burning a hydrocarbon fuel in the afterburner in the presence of the oxygen-containing gases from the turbine effluent to produce combustion product gases having a temperature of from about 2000° F to about 3400° F and having reduced free-oxygen content:
conducting the combustion product gases at about 2000° F to 3400° F to a carbon black reactor;
injecting a hydrocarbon feedstock radially into the hot gases flowing in said carbon black reactor;
quenching the reaction products in said carbon black reactor; and
collecting the carbon black so produced.
8. The method according to claim 7 comprising additionally the steps of:
passing the second stream of lower pressure oxygen-containing gas from said first compressor through an annular space surrounding said carbon black reactor, thereby cooling the reactor shell and absorbing heat from said reactor into said second stream of lower pressure gas;
passing the heated low pressure gas stream from said annular space to a second carbon black reactor;
burning a hydrocarbon fuel in the heated low pressure airstream in said second carbon black reactor to produce hot products of combustion;
injecting hydrocarbon feedstock into the hot combustion product gases in said second reactor to pyrolize said hydrocarbon feedstock and produce carbon black;
quenching the reactions in said second reactor; and
collecting the carbon black product from said second reactor.
9. The method according to claim 8 wherein said second stream of lower pressure oxygen-containing gases flows through said annular space in concurrent relationship to the gases flowing in said first carbon black reactor.
This invention relates to the manufacture of carbon black, and particularly to the types of carbon black used in compounding rubber, such as, for example, rubber for automobile tires. It relates specifically to the furnace process for making carbon black. It is concerned with the use of a unique combination of the component elements of gas turbine technology and carbon black technology.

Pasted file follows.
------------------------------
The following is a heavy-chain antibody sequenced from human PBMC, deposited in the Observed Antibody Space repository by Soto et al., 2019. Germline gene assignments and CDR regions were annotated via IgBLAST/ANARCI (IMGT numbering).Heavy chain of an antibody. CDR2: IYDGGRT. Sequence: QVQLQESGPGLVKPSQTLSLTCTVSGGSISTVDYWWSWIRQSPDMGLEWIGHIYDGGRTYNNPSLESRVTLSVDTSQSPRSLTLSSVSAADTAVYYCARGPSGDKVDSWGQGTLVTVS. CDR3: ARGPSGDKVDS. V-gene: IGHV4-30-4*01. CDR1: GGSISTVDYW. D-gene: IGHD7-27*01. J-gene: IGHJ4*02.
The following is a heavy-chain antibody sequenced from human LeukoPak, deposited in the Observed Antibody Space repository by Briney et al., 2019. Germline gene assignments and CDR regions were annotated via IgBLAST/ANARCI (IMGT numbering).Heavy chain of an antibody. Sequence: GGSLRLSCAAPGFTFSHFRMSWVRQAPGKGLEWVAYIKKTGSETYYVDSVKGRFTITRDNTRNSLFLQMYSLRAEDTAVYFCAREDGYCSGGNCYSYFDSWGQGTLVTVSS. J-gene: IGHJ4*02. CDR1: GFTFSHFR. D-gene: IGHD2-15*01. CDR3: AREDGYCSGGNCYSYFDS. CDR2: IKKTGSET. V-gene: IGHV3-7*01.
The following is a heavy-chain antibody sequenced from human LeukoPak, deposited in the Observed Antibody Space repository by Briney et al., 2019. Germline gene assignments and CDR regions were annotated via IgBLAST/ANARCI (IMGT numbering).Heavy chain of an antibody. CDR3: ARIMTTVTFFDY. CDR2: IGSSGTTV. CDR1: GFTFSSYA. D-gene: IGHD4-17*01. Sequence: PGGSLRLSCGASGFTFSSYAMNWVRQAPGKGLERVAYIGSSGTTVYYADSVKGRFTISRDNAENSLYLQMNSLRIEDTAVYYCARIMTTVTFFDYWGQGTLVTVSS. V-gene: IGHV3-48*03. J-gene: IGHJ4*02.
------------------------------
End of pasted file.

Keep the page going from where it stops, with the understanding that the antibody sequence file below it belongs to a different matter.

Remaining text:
For several decades in the early history of the automobile industry, the carbon black for compounding rubber for tires was furnished largely by the channel black process, in which gas flames a few inches high deposited carbon on channel irons in the presence of a deficient air supply. For economic reasons, the channel process has been almost wholly replaced by variants of the furnace process.
The apparatus of the furnace type process usually consists of a source of free-oxygen-containing gas, such as air from a blower, a combustion zone, a reaction zone, a quench zone, and a collecting system. The hot gases produced by the combustion of fuel in the combustion zone are confined in a flow through a reaction vessel, usually a steel shell lined with refractory, and ordinarily of circular cross-section. A feedstock hydrocarbon, usually an oil, which is the chief source of product carbon in the system, is injected into the flowing hot gases downstream of a point where the combustion of fuel is essentially complete. As the oil enters the flowing hot gases, it evaporates, and goes through pyrolysis, a series of thermal cracking and chemical reaction process steps in the reactor which produce carbon black in the reaction zone. The hot gases containing the carbon black are then quenched with water spray in the quench zone to a temperature low enough to stop the reactions, and to allow the carbon to be collected in a conventional collecting system.
There are two general categories of furnace carbon blacks used in the automotive tire industry: the so-called soft blacks used, largely in tire carcasses; and the blacks which impart high abrasion resistance to rubber used in tire thread, commonly known as "tread blacks". The tread blacks are much finer than the carcass blacks; that is, the particles are much smaller, and they have as a result, more surface area per unit of mass. The two types of carbon blacks are made under different reaction conditions, with the tread grade blacks being made at higher velocities (necessitating higher initial pressures), higher temperatures, and lower ratios of hydrocarbon feedstock to hot flowing gases than the carcass blacks.